Just finished this commissioned painting yesterday. 36×24 inches, acrylic on a wooden board. It was a breath of fresh air after an intense stretch of comics pages. I just hope it doesn’t look like Thomas Kinkade.
Here’s some process photos:
Sepia drawing with a layer of ochre acrylic.
Doro assists as I lay down colors.
Detail from finished piece.
This blog of mine is a sometimes barren wasteland. And let me tell you why.
To me, Internet, you’re a clubhouse of scary kids. I like the idea of having friends, but I’m afraid you’re going to be awful. I’m afraid I won’t live up to your expectations, which may be lower than low. I’m sort of afraid that if we hang out, you’re going to make me kill a squirrel. That, and the fact that contracts keep me from posting work for the world to see.
But you know what I do like? In all your vast, lonesome expanse, I like this.
It’s a start!
Dark Horse Presents #13 is out today, with the next installment of The Creep, by John Arcudi, art by me. The story gets particularly interesting at this point, as I get to venture from the established 80’s Manhattan setting and go even further with the art technique shakeup. This finishes up our run in DHP, with complete issues coming soon (with covers from some comics’ favorite creators— pretty fun!).
This has been a good project during a hard season of life. Along with gaining a baby and losing a brother earlier in the year, I had to make up for a pretty good chunk of lost time on the schedule. Throw in a few side-projects and mix to equal one maxed-out me. Dark Horse and my comics community have been really supportive through it all, which is appreciated. It reminds me of why I felt drawn to a career in comics: more than the work itself, I appreciate the people behind the work. Some of the kindest people you’ll find.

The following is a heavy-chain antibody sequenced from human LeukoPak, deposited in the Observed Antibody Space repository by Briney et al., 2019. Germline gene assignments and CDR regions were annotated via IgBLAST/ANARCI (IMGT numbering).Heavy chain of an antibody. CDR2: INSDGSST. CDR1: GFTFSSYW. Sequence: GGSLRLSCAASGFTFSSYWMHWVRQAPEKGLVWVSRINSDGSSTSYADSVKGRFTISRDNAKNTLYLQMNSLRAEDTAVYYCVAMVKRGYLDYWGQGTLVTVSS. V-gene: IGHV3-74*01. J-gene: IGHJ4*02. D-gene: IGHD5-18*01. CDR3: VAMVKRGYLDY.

Alright, I’m done with the mush. It’s Wednesday, and the sun is out in Portland. Go buy comics.
After Sarah sent out the latest round of baby Dorothy pictures to friends and family, her dear and clever brother, Dan Zollner, came back with this, and it wins everything.
I love comics fans.
A few years back, I wrote a sonnet for a Monsters and Dames piece (the art was in the Emerald City book, the sonnet accompanied my art print). Since printing up a bunch and selling them all away, I lost the digital file, and the sonnet.
Then this year at Stumptown, a woman named Heather told me she’d purchased that print and had it up on her wall. I told her about my misplacing the file, and a few days later, she emailed me a photo of the piece and a transcript of the sonnet. Thus, it lives, available for purchase once again.